Oh, I use the Flash as well - it’s the best thing since sliced bread - uses the smallest amount of vampire blood on the market. I’ve gotten a few other diabetic friends to switch over to that - as noone really likes to prick their finger - but it’s just one of those things that we have to do in order to stay healthy - and for me - I can probably do it in my sleep - it’s like flossing my teeth (oops - that reminds me - must go brush my teeth - it’s beddy byes time here in Montreal).
Anna from Montreal aka FatCatAnna

Welcome, Kendra!

My heart goes out to you. I’ve had to deal with my own Type 1 diabetes but only since I was 41. The thought of having one of my sons diagnosed as a child is daunting, to say the least. You sound like a wonderful, caring, compassionate mom. :slight_smile:

Obviously, I don’t have personal experience with a child with diabetes. However I do know that when I went on the OmniPod about 1.5 years ago that most of the people using it were kids. I love my pod! It’s tubeless and has given me freedom PLUS much better control. Nobody really needs to know that I have a pod unless I choose to let them know or choose to wear it where it’s easily visible. Some kids put stickers on their pods. I like their style.

One wonderful aspect of all pumps is that they deliver a slow, steady small amount of insulin all the time. Pumps use just one kind of insulin, the fast-acting kind. While that might sound scary to you, it really helps even out the highs and lows. Once the basal rate (that slow, steady amount of insulin) has been determined, the next steps are to figure out how many units of insulin are needed to cover carbs and how much insulin is needed to correct highs. As Kristen said, pumps deliver very accurate doses of insulin. Mine goes down to tenths of units.

To me, pumps seem more like a pancreas – one kind of insulin delivered at different rates depending upon food, exercise, illness, etc. The difference with a pump is that WE have to do the thinking. There’s no autopilot like people with healthy pancreases. But once it’s set up correctly – and that can take a while of testing, changing, adjusting, experimenting – it’s SO easy. I change a pod once every three days and during that time I just check my BG and calculate carbs and let the pump do the math.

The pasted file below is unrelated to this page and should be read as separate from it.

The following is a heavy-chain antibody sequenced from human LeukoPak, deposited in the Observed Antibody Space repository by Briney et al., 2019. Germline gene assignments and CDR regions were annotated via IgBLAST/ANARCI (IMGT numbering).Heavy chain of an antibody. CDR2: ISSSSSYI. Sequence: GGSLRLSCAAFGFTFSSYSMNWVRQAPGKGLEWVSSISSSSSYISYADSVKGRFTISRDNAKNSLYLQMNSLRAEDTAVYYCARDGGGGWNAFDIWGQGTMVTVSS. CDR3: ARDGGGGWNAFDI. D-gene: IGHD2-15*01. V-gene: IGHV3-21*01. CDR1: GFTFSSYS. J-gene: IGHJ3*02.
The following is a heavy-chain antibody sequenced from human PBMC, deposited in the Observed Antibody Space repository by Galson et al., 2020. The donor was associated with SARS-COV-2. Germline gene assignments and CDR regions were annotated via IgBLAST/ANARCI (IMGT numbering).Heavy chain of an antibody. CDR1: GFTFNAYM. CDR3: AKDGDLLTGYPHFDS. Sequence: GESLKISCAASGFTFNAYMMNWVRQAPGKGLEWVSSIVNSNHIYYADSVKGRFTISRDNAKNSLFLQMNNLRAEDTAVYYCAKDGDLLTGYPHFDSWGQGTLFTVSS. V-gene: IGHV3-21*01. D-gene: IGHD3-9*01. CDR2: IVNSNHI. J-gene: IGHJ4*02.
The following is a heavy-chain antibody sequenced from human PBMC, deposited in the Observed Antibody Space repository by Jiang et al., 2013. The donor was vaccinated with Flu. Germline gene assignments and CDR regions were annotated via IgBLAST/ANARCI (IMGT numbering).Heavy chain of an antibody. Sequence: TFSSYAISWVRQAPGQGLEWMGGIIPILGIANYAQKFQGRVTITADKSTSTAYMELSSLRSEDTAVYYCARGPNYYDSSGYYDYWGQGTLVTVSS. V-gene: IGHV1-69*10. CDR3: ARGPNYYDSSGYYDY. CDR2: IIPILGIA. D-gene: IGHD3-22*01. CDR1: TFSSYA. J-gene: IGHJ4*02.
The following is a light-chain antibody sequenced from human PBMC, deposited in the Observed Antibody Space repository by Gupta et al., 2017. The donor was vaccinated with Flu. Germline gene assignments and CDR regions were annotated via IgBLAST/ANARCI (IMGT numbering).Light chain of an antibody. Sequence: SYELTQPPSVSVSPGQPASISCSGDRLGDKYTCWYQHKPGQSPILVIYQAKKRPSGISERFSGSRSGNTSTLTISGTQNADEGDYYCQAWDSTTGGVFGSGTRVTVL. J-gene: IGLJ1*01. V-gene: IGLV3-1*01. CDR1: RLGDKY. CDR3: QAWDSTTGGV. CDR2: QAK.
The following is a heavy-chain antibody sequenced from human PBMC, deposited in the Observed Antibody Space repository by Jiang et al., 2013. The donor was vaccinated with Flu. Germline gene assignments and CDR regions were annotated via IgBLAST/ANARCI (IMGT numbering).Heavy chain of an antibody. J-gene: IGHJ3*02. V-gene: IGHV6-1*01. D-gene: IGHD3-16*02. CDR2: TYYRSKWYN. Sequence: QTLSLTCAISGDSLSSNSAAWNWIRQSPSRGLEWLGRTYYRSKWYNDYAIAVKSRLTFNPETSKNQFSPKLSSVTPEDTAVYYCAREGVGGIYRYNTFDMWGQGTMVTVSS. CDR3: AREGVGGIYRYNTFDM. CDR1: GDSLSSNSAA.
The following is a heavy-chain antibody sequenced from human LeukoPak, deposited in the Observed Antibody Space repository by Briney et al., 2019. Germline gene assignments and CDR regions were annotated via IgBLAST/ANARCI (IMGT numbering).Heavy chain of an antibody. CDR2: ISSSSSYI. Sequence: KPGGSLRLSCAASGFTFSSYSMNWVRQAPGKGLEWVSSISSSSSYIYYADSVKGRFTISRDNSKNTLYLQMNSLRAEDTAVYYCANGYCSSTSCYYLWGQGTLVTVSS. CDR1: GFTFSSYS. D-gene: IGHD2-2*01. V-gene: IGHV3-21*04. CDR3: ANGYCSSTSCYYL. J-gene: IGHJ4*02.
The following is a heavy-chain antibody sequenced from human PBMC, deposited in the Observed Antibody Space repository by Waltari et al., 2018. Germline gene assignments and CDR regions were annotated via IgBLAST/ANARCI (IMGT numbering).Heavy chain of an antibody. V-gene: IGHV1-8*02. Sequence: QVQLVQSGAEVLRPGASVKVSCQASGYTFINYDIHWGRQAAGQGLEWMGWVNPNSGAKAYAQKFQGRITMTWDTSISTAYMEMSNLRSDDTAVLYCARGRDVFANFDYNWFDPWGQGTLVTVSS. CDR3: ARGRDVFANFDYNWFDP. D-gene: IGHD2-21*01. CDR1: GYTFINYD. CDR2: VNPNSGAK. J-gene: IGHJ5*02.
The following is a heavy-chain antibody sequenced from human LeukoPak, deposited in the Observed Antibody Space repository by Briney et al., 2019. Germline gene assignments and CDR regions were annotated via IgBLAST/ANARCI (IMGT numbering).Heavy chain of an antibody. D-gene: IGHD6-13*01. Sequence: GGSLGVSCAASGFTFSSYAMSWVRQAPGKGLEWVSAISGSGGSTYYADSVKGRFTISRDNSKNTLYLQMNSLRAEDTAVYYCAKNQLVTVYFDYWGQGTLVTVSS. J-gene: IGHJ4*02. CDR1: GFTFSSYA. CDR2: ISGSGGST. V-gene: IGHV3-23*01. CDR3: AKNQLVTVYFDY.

There are so many options out there, Kendra. Unfortunately, each person with diabetes has to figure out their own best option because we’re all so different. One size does NOT fit all but there IS a size that’s just right for your son.

I was diagnosed at age 5 myself, but things were a bit harder in 1956. Anyway, 1 thing that affected me after using NPH for some years was that the response time varied wildly at times, with no clue as to why. Made control a lot harder, so I was switched to Lente, which worked better. Unfortunately Lilly has stopped making that, as far as I know, but there are 2 other possible slow acting insulins available now: Lantus and Levemir. Same thing from different manufacturers.
Either 1 may only need to be shot once a day, unless he happens to use it up faster. Happens to some people, then they go on 2 a day of whichever. Unfortunately either of them needs to be shot separately from fast acting insulins, so that may not be something you’d like to use.
As for using an insulin pump it should work fine once he’s running it correctly, which usually takes about 6 months. The main thing, as has been mentioned, is that he’ll have a lot better chances with it since basal rates (around the clock schedule, not mealtime boluses) is set in 0.025 Unit increments so it can fit him much closer than shots can ever hope to.
Boluses are set in 0.05 Unit increments so the same applies.
I didn’t mention yet, but I use an Animas 1250 now, and will (hopefully) upgrade to a Ping soon since the warranty wears out in October. Would help if I had a job AND health insurance…
I’ve been using insulin pumps for the last 15+ years, though the first 2 were MiniMed pumps.
As for his A1cs seeming so strange we always need to remember that an AVERAGE is exactly that. Multiple highs and lows can combine to get almost any average you can imagine, though not likely very low or very high. It’s also possible that his highs clear off before the glucose scars the red blood cells, since it takes several hours at high levels to make scar tissue develop, faster highs just glance off, as it were. Also since carbs drive bg up real fast, then drop it fast afterwards he may not show the effects on A1c if he doesn’t eat much protein to stretch it out.
Is he prescribed the seemingly “normal” high carb diet, with little protein or fat. That idea is outmoded, diabetics really need more protein and fat since cholesterol is NOT as bad for us as too many medically trained people believe.
I also suggest you look at Novolog, which for some of us (me included) just works more efficiently than Humalog ever did.